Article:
WikEd fancyquotesQuotesBug-silkHeadscratchersIcons-mini-icon extensionPlaying WithUseful NotesMagnifierAnalysisPhoto linkImage LinksHaiku-wide-iconHaikuLaconic

"One more outburst like that and I'll clear this courtroom!"

Device used to indicate shock at the events of a trial.

Note that the courtroom is never actually cleared. Therefore, once the Penultimate Outburst is heard, it's a signal that the trial's drama has reached its climax.

Also the punchline of a joke about a flatulent judge.

See also: Courtroom Antic

Examples of Penultimate Outburst include:


  • One of the funnier ones occurs in the Jim Carrey movie Liar Liar, where, after a civil trial that goes disastrously wrong because he can't tell a lie, Fletcher Reed realizes he has an out through the truth. An instant before the judge issues a ruling, Reed, amends from "I have no further witnesses" to "I call [my client] to the stand". The resulting hubbub in the courtroom is not ended by the judge's several cries for order; Reed manages to quiet them with an irritated "Knock it off!" The judge is not impressed, instructs Reed to sit down, and then:

 Judge Stevens: Mr. Reed, it is only out of sheer morbid curiosity I am allowing this... freak show to continue.

  • Happens a couple of times in A Time to Kill: once after Samuel L. Jackson's character is badgered into shouting "Yeah, they deserved to die and I hope they burn in hell!" and once after the unintentional victim of his shootout says he agrees with the main character's actions and that they should "turn him loose!"

Live Action Television

  • Used word for word in Law and Order, "Life Line". However, there was a subsequent outburst and the judge did clear the courtroom, as promised. It makes up for that bit of reality for not having either of the outbursters (both obvious gang members making death threats towards the testifying witness) led out in handcuffs.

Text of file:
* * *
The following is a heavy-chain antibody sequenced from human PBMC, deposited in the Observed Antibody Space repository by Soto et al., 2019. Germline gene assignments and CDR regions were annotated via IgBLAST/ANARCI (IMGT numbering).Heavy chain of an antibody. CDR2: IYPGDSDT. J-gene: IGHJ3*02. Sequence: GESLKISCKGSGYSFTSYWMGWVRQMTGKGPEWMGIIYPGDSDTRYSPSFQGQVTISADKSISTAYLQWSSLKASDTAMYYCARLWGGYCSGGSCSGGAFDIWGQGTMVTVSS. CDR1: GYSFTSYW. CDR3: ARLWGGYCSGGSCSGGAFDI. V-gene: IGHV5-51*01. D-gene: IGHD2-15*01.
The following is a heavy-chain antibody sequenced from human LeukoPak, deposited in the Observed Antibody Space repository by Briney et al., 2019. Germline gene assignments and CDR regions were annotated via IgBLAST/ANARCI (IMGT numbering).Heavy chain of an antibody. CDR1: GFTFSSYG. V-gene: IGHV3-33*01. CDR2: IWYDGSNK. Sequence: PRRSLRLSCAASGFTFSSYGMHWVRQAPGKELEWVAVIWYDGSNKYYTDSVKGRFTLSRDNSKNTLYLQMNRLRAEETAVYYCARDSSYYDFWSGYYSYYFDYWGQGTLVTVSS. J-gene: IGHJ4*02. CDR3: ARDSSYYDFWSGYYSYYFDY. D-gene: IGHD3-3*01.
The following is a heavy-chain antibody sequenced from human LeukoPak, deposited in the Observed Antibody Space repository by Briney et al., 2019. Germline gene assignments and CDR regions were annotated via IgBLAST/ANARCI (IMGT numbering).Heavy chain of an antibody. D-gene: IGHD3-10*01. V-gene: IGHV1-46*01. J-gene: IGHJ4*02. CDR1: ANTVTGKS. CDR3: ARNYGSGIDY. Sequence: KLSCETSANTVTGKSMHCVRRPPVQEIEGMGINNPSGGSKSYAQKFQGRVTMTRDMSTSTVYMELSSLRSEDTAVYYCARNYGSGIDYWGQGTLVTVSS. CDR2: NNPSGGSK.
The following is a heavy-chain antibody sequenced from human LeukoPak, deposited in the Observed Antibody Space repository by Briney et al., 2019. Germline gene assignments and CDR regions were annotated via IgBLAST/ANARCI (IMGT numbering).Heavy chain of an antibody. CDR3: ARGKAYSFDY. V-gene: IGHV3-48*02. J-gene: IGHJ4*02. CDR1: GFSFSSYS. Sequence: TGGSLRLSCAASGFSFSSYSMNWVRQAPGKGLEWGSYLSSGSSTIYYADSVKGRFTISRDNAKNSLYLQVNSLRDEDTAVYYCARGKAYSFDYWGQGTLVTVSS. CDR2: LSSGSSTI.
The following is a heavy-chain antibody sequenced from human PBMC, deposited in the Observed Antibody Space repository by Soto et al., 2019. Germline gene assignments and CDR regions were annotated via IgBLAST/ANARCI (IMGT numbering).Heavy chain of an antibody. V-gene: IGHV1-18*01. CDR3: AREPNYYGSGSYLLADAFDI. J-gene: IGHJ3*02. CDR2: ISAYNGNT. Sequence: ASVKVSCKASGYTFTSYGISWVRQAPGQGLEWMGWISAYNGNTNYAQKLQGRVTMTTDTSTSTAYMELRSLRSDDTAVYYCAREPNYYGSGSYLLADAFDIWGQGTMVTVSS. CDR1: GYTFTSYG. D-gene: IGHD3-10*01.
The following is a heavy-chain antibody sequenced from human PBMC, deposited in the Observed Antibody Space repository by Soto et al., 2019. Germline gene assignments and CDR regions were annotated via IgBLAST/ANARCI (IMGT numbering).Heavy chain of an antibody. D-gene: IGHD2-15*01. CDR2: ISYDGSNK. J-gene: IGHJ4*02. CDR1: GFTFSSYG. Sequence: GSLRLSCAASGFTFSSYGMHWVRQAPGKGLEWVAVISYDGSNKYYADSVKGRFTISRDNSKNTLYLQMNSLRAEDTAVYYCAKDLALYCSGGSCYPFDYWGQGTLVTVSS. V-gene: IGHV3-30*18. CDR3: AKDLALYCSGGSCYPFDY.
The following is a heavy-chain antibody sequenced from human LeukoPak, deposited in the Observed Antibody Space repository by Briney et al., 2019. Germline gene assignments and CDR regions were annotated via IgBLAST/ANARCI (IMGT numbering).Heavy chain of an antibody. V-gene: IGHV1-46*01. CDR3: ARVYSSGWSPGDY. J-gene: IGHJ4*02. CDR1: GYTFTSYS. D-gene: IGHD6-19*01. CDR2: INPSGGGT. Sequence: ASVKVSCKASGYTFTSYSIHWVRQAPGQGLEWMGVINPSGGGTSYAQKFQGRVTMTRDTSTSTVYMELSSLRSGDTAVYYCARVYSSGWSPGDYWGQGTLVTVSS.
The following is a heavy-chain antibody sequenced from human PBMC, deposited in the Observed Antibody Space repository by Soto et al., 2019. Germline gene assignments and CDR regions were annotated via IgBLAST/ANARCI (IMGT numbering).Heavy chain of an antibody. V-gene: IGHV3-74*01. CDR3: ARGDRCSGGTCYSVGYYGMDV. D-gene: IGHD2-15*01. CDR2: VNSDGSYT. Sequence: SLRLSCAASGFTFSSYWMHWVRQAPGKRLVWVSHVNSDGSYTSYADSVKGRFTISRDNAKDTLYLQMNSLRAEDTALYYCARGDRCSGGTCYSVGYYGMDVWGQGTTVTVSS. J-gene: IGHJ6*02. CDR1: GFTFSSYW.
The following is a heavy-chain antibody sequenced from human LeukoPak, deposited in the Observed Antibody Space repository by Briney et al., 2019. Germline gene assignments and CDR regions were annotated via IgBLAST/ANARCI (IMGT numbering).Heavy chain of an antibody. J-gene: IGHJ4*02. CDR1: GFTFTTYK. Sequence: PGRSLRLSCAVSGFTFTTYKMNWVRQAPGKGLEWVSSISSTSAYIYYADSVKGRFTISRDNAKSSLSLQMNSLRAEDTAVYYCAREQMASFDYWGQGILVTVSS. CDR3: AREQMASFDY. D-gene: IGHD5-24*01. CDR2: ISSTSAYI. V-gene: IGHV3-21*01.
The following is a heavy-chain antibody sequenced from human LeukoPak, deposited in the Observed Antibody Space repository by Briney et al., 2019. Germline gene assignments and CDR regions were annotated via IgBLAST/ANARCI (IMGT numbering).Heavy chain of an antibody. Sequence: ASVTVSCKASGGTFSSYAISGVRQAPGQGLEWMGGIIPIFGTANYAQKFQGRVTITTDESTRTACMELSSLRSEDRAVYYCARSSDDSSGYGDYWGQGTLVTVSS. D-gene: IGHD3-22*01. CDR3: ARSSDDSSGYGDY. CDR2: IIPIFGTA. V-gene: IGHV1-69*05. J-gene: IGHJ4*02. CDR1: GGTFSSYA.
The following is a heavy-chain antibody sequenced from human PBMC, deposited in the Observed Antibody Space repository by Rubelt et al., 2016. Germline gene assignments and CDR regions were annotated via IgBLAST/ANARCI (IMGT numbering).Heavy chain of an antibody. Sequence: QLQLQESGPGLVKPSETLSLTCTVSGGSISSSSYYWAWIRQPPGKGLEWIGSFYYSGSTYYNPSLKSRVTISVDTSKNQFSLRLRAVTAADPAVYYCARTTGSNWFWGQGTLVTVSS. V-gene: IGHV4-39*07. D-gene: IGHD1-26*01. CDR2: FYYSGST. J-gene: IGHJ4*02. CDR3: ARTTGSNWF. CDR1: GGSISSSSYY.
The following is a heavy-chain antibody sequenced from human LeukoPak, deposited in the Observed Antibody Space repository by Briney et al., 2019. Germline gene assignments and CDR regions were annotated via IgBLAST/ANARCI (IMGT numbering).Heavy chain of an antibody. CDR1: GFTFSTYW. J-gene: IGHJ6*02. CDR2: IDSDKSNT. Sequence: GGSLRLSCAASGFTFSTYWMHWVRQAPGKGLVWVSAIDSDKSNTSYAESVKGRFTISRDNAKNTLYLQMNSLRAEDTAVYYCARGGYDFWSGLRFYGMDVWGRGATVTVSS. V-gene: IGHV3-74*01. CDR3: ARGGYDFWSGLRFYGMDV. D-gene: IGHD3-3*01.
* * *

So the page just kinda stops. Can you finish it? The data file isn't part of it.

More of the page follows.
• Episode 25 of Monty Python's Flying Circus: "If there's any more Stock Footage of women applauding, I shall be forced to clear the court!"
  • This happens in the first season of Soap during Jessica's murder trial since her entire family disturbs the court. The judge was referring to the time Jessica ignored a question, ran up to the jury after she recognised one of them and started dancing and singing when they had done a dance routine together. It didn't start to get serious after that point.

Video Games

  • As essential part of the Ace Attorney games. Your life meter represents the judge's temper; objecting to perfectly fine comments or presenting irrelevant evidence pushes the judge, who will happily end the trial early and find a defendant guilty just because Phoenix is being petulant. Occasionally used in-story too, usually to get a character thrown out on contempt of court.
    • In the Phoenix Wright games, you're guilty unless proven innocent, so if the defense shows itself unable to come up with anything in his client's defense except Courtroom Antics, then there's no point continuing.
    • No matter what the manual says, the bar actually represents your character's own mental state. When it empties, it's Heroic BSOD time. That's why the bar shows up when breaking Psychelocks and is even in the same condition it was after the court trial. If it empties outside the court room while attempting to break a lock, Phoenix can simply sit there pathetically and whimper for a bit until he gets his mind in working order again. If it happens during a trial, then the Prosecution simply walks all over you and your client as Phoenix no longer has the courage/awareness to argue against anything they say.

Western Animation

  • Also seen in the 1974 Charlie Brown special It's A Mystery, Charlie Brown, where Lucy Van Pelt uses it word for word... at the end of a "trial" where she decides that Woodstock can have his nest back from Sally Brown.

Community content is available under CC-BY-SA unless otherwise noted.